A new series from Radio 4 charts the development of the United States, exploring three key themes: Empire, Liberty and Faith. (In three series)
Monday to Fridays - 3.45pm
Omnibus - Friday 9pm
Series 1 - 15 September-24 October
Week 3 - Independence & Republicanism
In April 1775, after nearly a decade of British attempts to tax North America without the consent of the colonists, fighting broke out at Lexington, near Boston. A full scale battle followed at Bunker Hill.
In response, the Continental Congress, which represented all the American colonies, set about drafting a formal declaration of independence, which was approved on 4th July 1776. Its principal author was the Virginian, Thomas Jefferson, whose preamble set out the founding ideas of the new republic.
The new nation now had to win its independence from Britain by war. After initial military setbacks, the American colonists gained French support which helped them isolate the British forces. In 1783 Britain signed a treaty acknowledging American independence.
Around 25,000 Americans had died in what was not only a war of independence but also a civil war - one fifth of white Americans remained loyal to the Crown and, after 1783, they settled in Canada or Britain. Black people fought on both sides and some slaves won their freedom fighting for the British.
'To Form a More Perfect Union'
The new constitution of 1789 was a bundle of compromises, based on an underlying concept of checks and balances. To ensure balance in the new Congress, in the lower house of the new legislature representation was determined by the size of the state's population. In the upper house (or Senate) each state, regardless of size, would have two seats. To ensure balance within the new Federal Government, executive, legislature and judiciary were separated. Neither the President nor the heads of executive departments would sit in the legislature. But to offset the dangers of too much democracy, in the Senate each state's two Senators were chosen not by the people but their state's legislature.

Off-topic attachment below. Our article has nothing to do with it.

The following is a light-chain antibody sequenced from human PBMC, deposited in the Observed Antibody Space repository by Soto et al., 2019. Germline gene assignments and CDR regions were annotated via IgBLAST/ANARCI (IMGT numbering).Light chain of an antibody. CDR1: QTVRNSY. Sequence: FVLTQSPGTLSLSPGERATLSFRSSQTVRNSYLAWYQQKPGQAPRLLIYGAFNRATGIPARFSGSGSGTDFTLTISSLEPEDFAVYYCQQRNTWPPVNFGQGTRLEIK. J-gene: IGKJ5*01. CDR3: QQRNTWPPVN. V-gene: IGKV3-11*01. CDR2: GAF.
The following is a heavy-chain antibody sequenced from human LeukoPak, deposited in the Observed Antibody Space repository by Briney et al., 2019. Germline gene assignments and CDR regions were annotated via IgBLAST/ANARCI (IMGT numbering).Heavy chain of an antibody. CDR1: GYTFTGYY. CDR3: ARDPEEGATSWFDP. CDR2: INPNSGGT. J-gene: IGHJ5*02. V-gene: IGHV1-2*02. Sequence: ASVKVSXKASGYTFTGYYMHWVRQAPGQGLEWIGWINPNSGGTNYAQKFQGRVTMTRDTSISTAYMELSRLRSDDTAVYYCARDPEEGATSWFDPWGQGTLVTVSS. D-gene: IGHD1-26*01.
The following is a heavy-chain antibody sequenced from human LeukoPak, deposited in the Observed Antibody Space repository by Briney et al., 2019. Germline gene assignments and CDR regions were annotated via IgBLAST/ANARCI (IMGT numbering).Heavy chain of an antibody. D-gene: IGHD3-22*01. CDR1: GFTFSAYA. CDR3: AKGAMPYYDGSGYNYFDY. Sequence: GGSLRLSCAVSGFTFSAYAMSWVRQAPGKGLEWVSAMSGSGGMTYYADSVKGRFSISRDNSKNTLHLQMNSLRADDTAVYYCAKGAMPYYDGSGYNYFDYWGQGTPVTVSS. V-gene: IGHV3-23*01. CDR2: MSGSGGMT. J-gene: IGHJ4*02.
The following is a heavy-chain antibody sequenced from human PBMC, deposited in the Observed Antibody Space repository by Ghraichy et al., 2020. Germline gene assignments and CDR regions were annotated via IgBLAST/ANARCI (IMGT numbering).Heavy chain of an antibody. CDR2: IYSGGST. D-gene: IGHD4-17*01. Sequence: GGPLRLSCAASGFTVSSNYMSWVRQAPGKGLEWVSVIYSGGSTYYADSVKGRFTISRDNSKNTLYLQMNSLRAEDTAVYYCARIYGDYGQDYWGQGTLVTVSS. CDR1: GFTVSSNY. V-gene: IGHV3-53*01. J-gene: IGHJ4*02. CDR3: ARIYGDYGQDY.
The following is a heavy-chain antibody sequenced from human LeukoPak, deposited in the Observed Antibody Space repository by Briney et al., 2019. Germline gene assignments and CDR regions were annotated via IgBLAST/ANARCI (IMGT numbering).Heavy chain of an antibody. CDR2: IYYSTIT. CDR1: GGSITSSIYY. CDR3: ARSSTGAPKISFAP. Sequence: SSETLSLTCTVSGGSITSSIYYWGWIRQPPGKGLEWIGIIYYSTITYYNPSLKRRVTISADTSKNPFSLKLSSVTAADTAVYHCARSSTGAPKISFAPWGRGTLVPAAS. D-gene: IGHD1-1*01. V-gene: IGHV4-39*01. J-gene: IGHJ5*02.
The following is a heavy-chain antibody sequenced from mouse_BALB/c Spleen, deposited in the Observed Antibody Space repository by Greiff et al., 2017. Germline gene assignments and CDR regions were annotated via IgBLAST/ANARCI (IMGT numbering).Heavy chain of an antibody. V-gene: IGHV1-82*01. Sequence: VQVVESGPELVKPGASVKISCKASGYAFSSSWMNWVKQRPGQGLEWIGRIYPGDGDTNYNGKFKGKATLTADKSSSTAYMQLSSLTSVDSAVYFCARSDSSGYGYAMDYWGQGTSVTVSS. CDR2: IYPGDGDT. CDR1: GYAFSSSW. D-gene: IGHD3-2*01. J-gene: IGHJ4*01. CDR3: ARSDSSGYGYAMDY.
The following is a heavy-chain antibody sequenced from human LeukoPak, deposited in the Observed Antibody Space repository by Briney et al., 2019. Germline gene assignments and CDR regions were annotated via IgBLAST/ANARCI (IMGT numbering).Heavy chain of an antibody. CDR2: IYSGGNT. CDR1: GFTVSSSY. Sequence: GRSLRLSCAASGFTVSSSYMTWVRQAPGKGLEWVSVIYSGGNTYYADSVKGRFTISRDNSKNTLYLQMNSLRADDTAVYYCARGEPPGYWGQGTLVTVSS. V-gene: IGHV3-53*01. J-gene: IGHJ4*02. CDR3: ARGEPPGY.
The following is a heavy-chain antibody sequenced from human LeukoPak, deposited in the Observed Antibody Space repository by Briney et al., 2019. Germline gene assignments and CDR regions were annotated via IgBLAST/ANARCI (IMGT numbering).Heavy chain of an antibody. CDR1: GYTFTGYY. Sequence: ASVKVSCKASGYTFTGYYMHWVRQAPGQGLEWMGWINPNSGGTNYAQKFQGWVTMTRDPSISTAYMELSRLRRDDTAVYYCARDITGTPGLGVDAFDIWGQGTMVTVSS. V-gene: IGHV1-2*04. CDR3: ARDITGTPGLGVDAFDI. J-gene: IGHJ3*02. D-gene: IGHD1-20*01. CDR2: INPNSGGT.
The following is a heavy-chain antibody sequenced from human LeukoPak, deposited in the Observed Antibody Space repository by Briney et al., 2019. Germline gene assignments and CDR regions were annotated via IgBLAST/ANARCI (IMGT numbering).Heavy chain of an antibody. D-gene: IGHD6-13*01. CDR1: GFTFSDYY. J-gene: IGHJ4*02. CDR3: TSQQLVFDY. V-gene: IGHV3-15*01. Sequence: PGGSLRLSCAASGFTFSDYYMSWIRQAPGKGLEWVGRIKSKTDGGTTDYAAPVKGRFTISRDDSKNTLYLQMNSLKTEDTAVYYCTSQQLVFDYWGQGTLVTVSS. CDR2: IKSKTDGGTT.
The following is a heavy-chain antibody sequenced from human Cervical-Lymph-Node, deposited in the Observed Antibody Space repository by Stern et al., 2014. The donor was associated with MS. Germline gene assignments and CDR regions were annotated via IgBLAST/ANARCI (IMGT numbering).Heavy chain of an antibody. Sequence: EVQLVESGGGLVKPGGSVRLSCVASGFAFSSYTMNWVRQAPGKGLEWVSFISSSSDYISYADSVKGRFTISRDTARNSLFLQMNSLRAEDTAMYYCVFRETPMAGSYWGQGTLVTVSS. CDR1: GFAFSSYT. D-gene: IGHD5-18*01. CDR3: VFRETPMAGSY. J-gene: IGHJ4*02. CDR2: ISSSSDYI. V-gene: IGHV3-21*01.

Slavery was abhorred by many northerners, but they accepted that it would have to remain in order to keep the South within the Union. This was probably the most fateful compromise of all. In the new American republic, power now rested with the people, but only if they were white, male and property-owners.
The Constitution was followed by a Bill of Rights, ratified in 1791, which enshrined fundamental liberties including freedom of worship.
Making the Republic Work
In April 1789, George Washington was inaugurated as America's first president. His administration was wracked by conflict between two senior Cabinet members - Treasury Secretary Alexander Hamilton and Secretary of State Thomas Jefferson. Hamilton envisaged America's future as a capitalist nation, developing industry, banking and transatlantic trade. This vision appalled Jefferson who believed America's greatest asset was its free farmers, holding a stake in society by owning land. Jefferson was also deeply distrustful of Britain - unlike Hamilton - and saw the country's burgeoning industry and national debt as signs of corruption not progress. Here were rival visions of America's future, one looking east to Britain, the other into the heartland of America, a clash of world views that would endure in American history.
Founding a Capital
The city of Washington was the world's first purpose-built national capital, but its location was decided only after complex political bargaining between North and South. They agreed to locate the capital in a tract of land cut out of Virginia - the District of Columbia. The city was planned in the grand classical manner but for many decades it remained unfinished and half empty. This was embarrassing yet apt because, for much of the 19th century, the Federal Government was marginal to the lives of most Americans. Politics revolved around the town, the county or, at most, the individual states. This was the meaning of American federalism.
Quotes featured on this page were voiced by: Kerry Shale, John Chancer, Peter Banks and Lydia Parker. Episode summaries by Victoria Kingston.